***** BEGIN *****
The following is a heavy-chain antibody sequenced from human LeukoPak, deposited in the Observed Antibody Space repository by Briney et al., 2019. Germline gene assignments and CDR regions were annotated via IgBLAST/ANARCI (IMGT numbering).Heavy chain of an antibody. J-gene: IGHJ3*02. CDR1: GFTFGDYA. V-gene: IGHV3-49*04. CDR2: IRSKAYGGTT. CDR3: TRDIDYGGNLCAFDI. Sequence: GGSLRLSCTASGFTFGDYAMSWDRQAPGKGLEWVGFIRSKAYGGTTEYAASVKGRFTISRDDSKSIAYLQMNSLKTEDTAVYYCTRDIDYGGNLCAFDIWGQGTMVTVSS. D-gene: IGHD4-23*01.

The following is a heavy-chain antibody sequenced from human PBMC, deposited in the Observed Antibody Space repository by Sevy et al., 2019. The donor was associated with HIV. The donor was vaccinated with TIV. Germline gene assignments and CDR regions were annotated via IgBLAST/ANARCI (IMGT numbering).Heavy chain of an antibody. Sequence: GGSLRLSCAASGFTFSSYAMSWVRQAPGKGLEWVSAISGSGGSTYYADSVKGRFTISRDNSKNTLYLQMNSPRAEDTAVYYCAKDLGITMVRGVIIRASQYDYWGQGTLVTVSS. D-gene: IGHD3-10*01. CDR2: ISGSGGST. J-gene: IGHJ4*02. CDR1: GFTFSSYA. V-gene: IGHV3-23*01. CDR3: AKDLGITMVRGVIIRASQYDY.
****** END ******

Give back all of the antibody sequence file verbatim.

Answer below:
The following is a heavy-chain antibody sequenced from human LeukoPak, deposited in the Observed Antibody Space repository by Briney et al., 2019. Germline gene assignments and CDR regions were annotated via IgBLAST/ANARCI (IMGT numbering).Heavy chain of an antibody. J-gene: IGHJ3*02. CDR1: GFTFGDYA. V-gene: IGHV3-49*04. CDR2: IRSKAYGGTT. CDR3: TRDIDYGGNLCAFDI. Sequence: GGSLRLSCTASGFTFGDYAMSWDRQAPGKGLEWVGFIRSKAYGGTTEYAASVKGRFTISRDDSKSIAYLQMNSLKTEDTAVYYCTRDIDYGGNLCAFDIWGQGTMVTVSS. D-gene: IGHD4-23*01.

The following is a heavy-chain antibody sequenced from human PBMC, deposited in the Observed Antibody Space repository by Sevy et al., 2019. The donor was associated with HIV. The donor was vaccinated with TIV. Germline gene assignments and CDR regions were annotated via IgBLAST/ANARCI (IMGT numbering).Heavy chain of an antibody. Sequence: GGSLRLSCAASGFTFSSYAMSWVRQAPGKGLEWVSAISGSGGSTYYADSVKGRFTISRDNSKNTLYLQMNSPRAEDTAVYYCAKDLGITMVRGVIIRASQYDYWGQGTLVTVSS. D-gene: IGHD3-10*01. CDR2: ISGSGGST. J-gene: IGHJ4*02. CDR1: GFTFSSYA. V-gene: IGHV3-23*01. CDR3: AKDLGITMVRGVIIRASQYDY.